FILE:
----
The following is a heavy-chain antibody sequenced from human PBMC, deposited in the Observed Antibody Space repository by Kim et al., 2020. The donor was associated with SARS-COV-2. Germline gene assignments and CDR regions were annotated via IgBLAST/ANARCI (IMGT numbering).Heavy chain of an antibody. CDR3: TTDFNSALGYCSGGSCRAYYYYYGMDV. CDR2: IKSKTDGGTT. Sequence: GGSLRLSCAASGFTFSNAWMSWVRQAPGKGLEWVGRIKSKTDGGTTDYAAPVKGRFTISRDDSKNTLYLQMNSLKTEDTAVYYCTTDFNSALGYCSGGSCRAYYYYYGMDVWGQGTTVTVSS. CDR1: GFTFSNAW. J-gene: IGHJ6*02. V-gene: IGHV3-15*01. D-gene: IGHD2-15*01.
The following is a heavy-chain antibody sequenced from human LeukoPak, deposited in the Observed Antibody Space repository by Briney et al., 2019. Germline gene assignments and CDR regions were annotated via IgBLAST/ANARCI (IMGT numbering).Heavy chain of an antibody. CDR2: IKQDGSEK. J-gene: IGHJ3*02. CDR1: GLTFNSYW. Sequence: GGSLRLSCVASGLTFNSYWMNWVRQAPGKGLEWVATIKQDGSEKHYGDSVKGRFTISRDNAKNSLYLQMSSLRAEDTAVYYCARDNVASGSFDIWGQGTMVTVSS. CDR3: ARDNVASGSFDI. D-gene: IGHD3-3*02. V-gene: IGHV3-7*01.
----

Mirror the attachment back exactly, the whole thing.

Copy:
The following is a heavy-chain antibody sequenced from human PBMC, deposited in the Observed Antibody Space repository by Kim et al., 2020. The donor was associated with SARS-COV-2. Germline gene assignments and CDR regions were annotated via IgBLAST/ANARCI (IMGT numbering).Heavy chain of an antibody. CDR3: TTDFNSALGYCSGGSCRAYYYYYGMDV. CDR2: IKSKTDGGTT. Sequence: GGSLRLSCAASGFTFSNAWMSWVRQAPGKGLEWVGRIKSKTDGGTTDYAAPVKGRFTISRDDSKNTLYLQMNSLKTEDTAVYYCTTDFNSALGYCSGGSCRAYYYYYGMDVWGQGTTVTVSS. CDR1: GFTFSNAW. J-gene: IGHJ6*02. V-gene: IGHV3-15*01. D-gene: IGHD2-15*01.
The following is a heavy-chain antibody sequenced from human LeukoPak, deposited in the Observed Antibody Space repository by Briney et al., 2019. Germline gene assignments and CDR regions were annotated via IgBLAST/ANARCI (IMGT numbering).Heavy chain of an antibody. CDR2: IKQDGSEK. J-gene: IGHJ3*02. CDR1: GLTFNSYW. Sequence: GGSLRLSCVASGLTFNSYWMNWVRQAPGKGLEWVATIKQDGSEKHYGDSVKGRFTISRDNAKNSLYLQMSSLRAEDTAVYYCARDNVASGSFDIWGQGTMVTVSS. CDR3: ARDNVASGSFDI. D-gene: IGHD3-3*02. V-gene: IGHV3-7*01.